Sarah V. Hines, Author

Updates and Short Stories

Revna waited every day for the mysterious stranger to reappear in her life. She couldn’t help but wonder if she had been speaking directly to a god, and if so, which one had graced her with their presence and help. She often gazed off toward the edge of the woods, lost in her daydreams, waiting to see the familiar figure outlined in the shadows.

A year passed by, however, and that day still had not come. There were no crunches of footfall through the fallen leaves of autumn, no footprints left in the snows of winters, no treaded grasses of spring. She casually asked about her in the nearby village when going to do business, but the description was often vague enough to be confused with many of the women; tall, strongly built, blond hair, blue eyes seemed to describe a good portion of the surrounding towns. While waiting for customers to visit her cart, Revna would scan the crowds looking for the woman, to no avail. 

Revna longed to traipse through the woods again, despite her last experience. She felt a desperate pull toward the trees. It sometimes felt as though her feet longed to move despite her insistence that they stay put. One day, as the summer was transitioning to the autumn and the chill was back in the breeze as it had been on that fateful night, Revna could resist no longer.

“Father,” she called, pulling on the white cloak that she kept in her pile of outer layers, “I’m going to pick some mushrooms in the forest. I’ll be back in a couple of hours at the most.”


I have decided to post my Viking Siren story in its entirety here, as well as ko-fi. If you enjoy this story and want to leave a small donation, you can do so here.

Dusk was falling over the village. The nighttime predators would soon make their way out of the trees toward any unwatched cattle or sheep. Many villagers were making their way into their homes with their livestock.

One teenage girl, however, ran haphazardly around the grazing area, trying to wrangle one errant pig that evaded her grasp.

“Come on, you stupid beast!” she called after it. “Come on inside before the wolves find you!”

Sweat glistened on the girl’s brown skin even though the night had a chill in its breeze. She ran as fast as her legs would take her, diving toward the escapee. The pig veered to the left at the last minute and the girl fell into a patch of mud, streaking her thick blouse and skirt with black dirt.

“Revna!” she heard her father call. “I said catch the pig, not become one! He’s getting into the forest!”

Revna raised her head, her black braids falling over her narrowed brown eyes. She pushed herself up to her feet with a growl and took off toward the darkening trees. “I’ll get him, Father,” Revna called over her shoulder. “Don’t worry.”


I have set up a ko-fi where I will be posting my serial story about my Viking Siren. You can find it here:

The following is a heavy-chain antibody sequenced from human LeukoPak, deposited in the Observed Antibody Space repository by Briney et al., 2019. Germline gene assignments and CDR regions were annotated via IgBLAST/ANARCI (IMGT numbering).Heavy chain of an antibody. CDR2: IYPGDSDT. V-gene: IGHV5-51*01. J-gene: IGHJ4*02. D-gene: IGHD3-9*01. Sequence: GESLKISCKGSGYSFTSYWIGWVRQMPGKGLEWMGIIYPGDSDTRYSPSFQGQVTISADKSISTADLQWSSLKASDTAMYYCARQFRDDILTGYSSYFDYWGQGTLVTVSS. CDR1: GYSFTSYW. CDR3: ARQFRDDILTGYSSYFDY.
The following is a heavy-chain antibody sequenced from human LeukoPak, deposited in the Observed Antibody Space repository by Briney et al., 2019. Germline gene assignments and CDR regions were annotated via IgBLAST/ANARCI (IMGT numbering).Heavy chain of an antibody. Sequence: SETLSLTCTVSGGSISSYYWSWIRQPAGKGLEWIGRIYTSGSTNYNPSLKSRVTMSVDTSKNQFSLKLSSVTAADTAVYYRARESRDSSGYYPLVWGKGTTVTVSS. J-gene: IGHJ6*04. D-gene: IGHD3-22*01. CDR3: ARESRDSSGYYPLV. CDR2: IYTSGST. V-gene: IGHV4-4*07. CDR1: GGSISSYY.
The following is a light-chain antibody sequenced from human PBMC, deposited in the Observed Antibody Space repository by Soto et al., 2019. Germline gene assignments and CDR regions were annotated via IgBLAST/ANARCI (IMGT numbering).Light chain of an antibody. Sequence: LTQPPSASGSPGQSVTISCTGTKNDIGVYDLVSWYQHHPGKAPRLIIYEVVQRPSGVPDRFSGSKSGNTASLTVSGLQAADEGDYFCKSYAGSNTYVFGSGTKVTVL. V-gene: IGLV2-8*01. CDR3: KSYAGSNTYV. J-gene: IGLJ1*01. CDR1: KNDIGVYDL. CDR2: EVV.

The canopy of the forest hummed with the static from countless raindrops as the Warriors gathered together. The chilly afternoon near Lysefjord brought an eternity of memories flooding back to Hel, some bitter, some sweet, all crashing over her at once like the salty waves over the longboats that had helped define her bonded people so long ago. She had offered to have the ceremony in Australia for Roxy’s comfort, but the younger Siren had refused; it was often a move of respect among the Healers and Diplomats to hold the ceremony in the relinquisher’s bonded country, and Hel was happy Roxy had decided upon this route for the Warriors.

They were in the thick of the green forest, far from where any adventurous humans might hike by and find them. The smell of wet foliage invigorated Hel as she ran her hands over the sharp needles of a large spruce tree. She thought of the timber her bonded people used to make their homes, their boats and their tools. The fresh, clean scent of the spruce needles and the sound of footsteps across the blanketed forest ground almost made her forget where she was; she felt, for just a second, that she should pick up her spear and follow her bonded people to the boats.

She brought herself back to the present, tugging at one of her braids. The Warriors were trickling in, but there was still no sign of Roxy. Hel frowned, thinking of her sister’s hesitancy earlier. She had made peace with her own decision to retire from her position. She had gone through every meditation she knew of to ease her mind. If Roxy backed out now—

There was a hiss of whispers from the gathering crowd and Hel turned her attention to a large, sprawling oak tree. There stood Roxy, dressed in a red leather jacket with her favorite crimson lace tank top underneath. She had let her hair down, her black curls falling in cascades around her face and shoulders. Across her cheeks and forehead were dots of white paint and black eyeliner outlined her brown eyes.


Another short story following my new character, Hel. Part I of II.